(Dec. 12, 2012) -- The Texas Bar Foundation has awarded a one-year, $20,000 grant to scholars in the Bank of America Child and Adolescent Policy Research Institute at The University of Texas at San Antonio to initiate a mentoring program for delinquent foster youth in San Antonio. The program, which explores the use of paid mentors, is expected to model delinquency reduction strategies for local youth by increasing their graduation odds and enhancing their college readiness.
According to the nonprofit organization Children's Rights, more than 1,000 children enter foster care each day. They will remain in foster care for an average of two years, and many will struggle through the emotional transition from adolescence to adulthood at a time when they should be learning the skills for independence.
"Delinquent youth in foster care are, through various circumstances, at a high risk for adult incarceration and other negative life outcomes," said Michael Tapia, assistant professor in the UTSA College of Public Policy. Tapia is a criminal justice scholar focused on youth gangs, minority youth in the criminal justice system and mentoring programs for at-risk youth. "Our program seeks to help youth establish close and trusting relationships with caring mentors who will serve as catalysts to transform their future," he said.
Mentoring programs generally demonstrate many positive effects. Successful mentor-mentee relationships help mentees flourish in academics, job preparation, self-confidence, problem solving and goal setting.
UTSA's unique program will match delinquent foster youth with traditionally college-aged students who are close to them in age, known as "near-peer" matches. UTSA will use paid mentors from its Department of Criminal Justice to guarantee a high-intensity program with regular communication between the mentors and the youth.
UTSA's partner, BCFS Health and Human Services, will refer the youth and host early program activities such as mentor training and matching with youth.
Completion of a UTSA course that helps mentors better understand the challenges that foster youth face and the solutions available to them will be required before a mentor can participate in the program. Additionally, Tapia will provide coaching during the program to help the mentors hone their listening and communication skills.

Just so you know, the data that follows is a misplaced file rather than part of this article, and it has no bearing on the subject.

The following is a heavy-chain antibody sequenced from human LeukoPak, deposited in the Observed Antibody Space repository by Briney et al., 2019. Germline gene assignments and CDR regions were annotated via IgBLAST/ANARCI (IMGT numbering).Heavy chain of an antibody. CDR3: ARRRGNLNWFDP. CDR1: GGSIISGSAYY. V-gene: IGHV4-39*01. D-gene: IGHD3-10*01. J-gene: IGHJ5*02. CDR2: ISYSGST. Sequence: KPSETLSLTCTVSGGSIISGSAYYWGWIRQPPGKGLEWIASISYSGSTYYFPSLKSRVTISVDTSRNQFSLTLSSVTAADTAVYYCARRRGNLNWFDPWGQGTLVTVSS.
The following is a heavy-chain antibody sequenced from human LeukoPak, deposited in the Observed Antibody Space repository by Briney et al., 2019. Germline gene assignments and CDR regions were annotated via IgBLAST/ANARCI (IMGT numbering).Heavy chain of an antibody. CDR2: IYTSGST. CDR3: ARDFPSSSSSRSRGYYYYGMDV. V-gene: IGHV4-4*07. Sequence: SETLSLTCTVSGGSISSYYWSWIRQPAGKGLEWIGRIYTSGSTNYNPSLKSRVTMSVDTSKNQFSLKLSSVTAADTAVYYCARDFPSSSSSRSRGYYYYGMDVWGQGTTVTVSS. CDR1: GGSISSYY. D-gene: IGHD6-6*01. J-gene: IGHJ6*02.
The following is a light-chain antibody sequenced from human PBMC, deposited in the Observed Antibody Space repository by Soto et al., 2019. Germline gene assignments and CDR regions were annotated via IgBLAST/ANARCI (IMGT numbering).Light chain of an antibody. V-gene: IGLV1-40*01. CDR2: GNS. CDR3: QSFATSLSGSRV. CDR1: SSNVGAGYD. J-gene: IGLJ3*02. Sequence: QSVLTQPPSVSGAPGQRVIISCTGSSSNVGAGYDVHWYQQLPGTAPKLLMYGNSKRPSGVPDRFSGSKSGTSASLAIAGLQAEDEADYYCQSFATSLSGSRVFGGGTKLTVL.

"Our goal is to facilitate the development of strong connections between our mentors and the foster care youth they serve," said Harriett Romo, UTSA professor of sociology and director of the Bank of America Child and Adolescent Policy Research Institute. "We want our foster care youth to reach their fullest potential. We also hope this partnership will allow our criminal justice majors at UTSA to have a fuller understanding of the barriers that youth face as they make choices that could lead to higher education or less productive outcomes."
Since its inception in 1965, the Texas Bar Foundation has awarded more than $14 million in grants to law-related programs. Supported by members of the State Bar of Texas, the Texas Bar Foundation is the nation's largest charitably funded bar foundation.
The Bank of America Child and Adolescent Policy Research Institute at UTSA creates opportunities for low-income children and families in Bexar County to thrive and evaluates the efficacy of programs that address needs unique to the region's population.
For more information, contact Professor Michael Tapia at 210-458-2628.
A revolution in cloud computing is underway, and Ravi Sandhu believes it will be much bigger than the PC and Internet revolutions that have already changed the way we live. Sandhu, director of the UTSA Institute for Cyber Security, says UTSA is taking a leadership role in tackling three fundamental cloud technology problems: how to build and operate the cloud, how to use it profitably for diverse applications and how to keep it secure.
Sandhu, the Lutcher Brown Distinguished Chair in Cyber Security in the College of Sciences, and Ram Krishnan, assistant professor of electrical engineering in the UTSA College of Engineering, are funded by a $500,000 grant from the National Science Foundation to improve cloud security.
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This documentary, presented by the San Antonio Film Festival, documents the experience of re-entry after incarceration. The film features Michael Gilbert, associate professor in the department of criminal justice and director of the Office of Community and Restorative Justice program at UTSA.
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After graduation, Queretaro native founded a music label recognized by SXSW
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